Sunday, 10 May 2009

Ashes of Time Redux [1994, 2008]

Given the grand production design, intoxicating visual beauty and the amount of trouble that besieged its making, Ashes of Time might very well be the movie that Hong Kong maestro Wong Kar-Wai might want to be remembered by. Though perhaps not his best work, vis-à-vis Chungking Express, Happy Together and In the Mood for Love, this epic martial arts movie is a visual feast and a brooding meditation on heartbreak, loneliness and the inescapable and treacherous nature of memory. It is as far removed from other HK movies typically belonging to this genre as perhaps Emir Kusturica’s Underground was from other war movies. In fact, the movie may be considered as a companion piece to the auteur’s 2046, structurally as well as thematically. Employing multiple voiceovers and a Byzantine narrative that has done away with the chronology of time, this is an expressionistic, surreal and deeply melancholic exploration of existentialism and unrequited love – arguably two of Wong Kar-Wai’s favourite motifs. Christopher Doyle’s mesmerizing cinematography (digitally rendered even more gorgeous in the Redux version) and the haunting soundtrack have added to the incredible beauty of this moody, lyrical and sensuous tale of lost souls. The movie comprises of the 'who’s who' of the Hong Kong film industry, including Leslie Cheung, both the Tony Leung’s, Maggie Cheung, Brigitte Lin and Carina Lau, among others.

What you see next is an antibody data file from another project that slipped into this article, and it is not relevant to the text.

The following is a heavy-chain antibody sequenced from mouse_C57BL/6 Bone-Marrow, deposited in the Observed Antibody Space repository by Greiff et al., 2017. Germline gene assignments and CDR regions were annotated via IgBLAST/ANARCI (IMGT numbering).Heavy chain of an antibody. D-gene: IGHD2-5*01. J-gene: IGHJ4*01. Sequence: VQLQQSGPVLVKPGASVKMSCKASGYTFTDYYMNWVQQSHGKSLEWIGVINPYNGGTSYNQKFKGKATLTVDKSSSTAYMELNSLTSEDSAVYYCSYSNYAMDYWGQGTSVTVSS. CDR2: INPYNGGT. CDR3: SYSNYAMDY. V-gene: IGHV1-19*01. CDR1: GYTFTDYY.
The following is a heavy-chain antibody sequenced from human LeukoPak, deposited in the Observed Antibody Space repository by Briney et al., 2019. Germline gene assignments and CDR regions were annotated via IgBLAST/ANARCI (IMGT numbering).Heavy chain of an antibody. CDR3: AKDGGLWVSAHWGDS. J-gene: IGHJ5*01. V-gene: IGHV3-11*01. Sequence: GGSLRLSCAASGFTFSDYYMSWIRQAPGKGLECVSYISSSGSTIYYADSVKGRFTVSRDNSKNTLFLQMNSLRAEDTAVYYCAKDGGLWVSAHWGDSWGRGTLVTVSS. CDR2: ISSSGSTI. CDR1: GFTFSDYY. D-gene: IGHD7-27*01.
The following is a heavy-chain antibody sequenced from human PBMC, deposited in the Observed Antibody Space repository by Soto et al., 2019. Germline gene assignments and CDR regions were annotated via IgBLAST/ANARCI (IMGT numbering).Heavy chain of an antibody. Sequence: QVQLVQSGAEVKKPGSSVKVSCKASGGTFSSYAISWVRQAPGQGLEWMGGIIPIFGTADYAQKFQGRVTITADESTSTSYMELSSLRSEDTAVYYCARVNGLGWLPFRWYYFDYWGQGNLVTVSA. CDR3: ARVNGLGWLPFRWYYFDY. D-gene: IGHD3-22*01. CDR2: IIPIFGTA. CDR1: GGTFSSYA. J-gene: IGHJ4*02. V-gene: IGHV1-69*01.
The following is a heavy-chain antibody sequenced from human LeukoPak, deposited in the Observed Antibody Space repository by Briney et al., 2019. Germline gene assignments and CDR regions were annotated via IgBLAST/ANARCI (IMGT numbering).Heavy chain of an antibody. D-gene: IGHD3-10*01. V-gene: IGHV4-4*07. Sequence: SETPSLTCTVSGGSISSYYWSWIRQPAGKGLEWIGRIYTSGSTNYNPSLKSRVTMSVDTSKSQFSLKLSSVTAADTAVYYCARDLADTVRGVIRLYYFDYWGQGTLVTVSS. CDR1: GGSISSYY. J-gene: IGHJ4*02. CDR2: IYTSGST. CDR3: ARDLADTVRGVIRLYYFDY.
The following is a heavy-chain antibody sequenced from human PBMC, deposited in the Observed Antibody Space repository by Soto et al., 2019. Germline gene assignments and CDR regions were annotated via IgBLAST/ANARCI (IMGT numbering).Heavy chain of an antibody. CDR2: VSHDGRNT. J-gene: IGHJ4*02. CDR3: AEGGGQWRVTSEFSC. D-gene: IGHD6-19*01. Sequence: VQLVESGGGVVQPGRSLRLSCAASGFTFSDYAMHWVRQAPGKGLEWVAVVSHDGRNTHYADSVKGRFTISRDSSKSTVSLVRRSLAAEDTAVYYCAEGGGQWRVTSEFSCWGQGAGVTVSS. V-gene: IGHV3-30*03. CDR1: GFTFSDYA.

Director: Wong Kar-Wai
Genre: Drama/Romance/Adventure/Existentialist Drama/Martial Arts Movie/Epic
Language: Cantonese
Country: China (Hong Kong)


sitenoise said...

ok you convinced me. I'm soured on WKW, don't think much of his story-telling, or his direction, frankly. I came to think more of Doyle than WKW, especially after witnessing his work on Green Tea.

In the Mood for Love will always be a fave film of mine but as I pondered the rest of WKW's work, it mostly added up to a colorful mess.

But, as per usual, your persuasive and evocative prose has prompted me to give this a whirl ... never saw the original.

sitenoise said...

I do love "existentialism and unrequited love."

Shubhajit said...

Thanks a lot, I didn't know I had such a persuasive power ;)

Well, on a more serious note, I am a big admirer of WKW. Christopher Doyle is undoubtedly one of the finest DOPs around, but its a director's vision, his control over the medium and his genius that brings the best out of his support staff. And I have a feeling Doyle got to develop that signature expressionistic style of his thanks largely to WKW. I've seen 7 of his movies, and some like 2046 and Ashes of Time haven't been straightforward movies to watch, but so far none has put me off; on the contrary I felt there's great beauty, melancholy and at times even whimsical playfulness in his films the kind of which always manage captivate me.

As for "existentialism and unrequited love", well so do I :)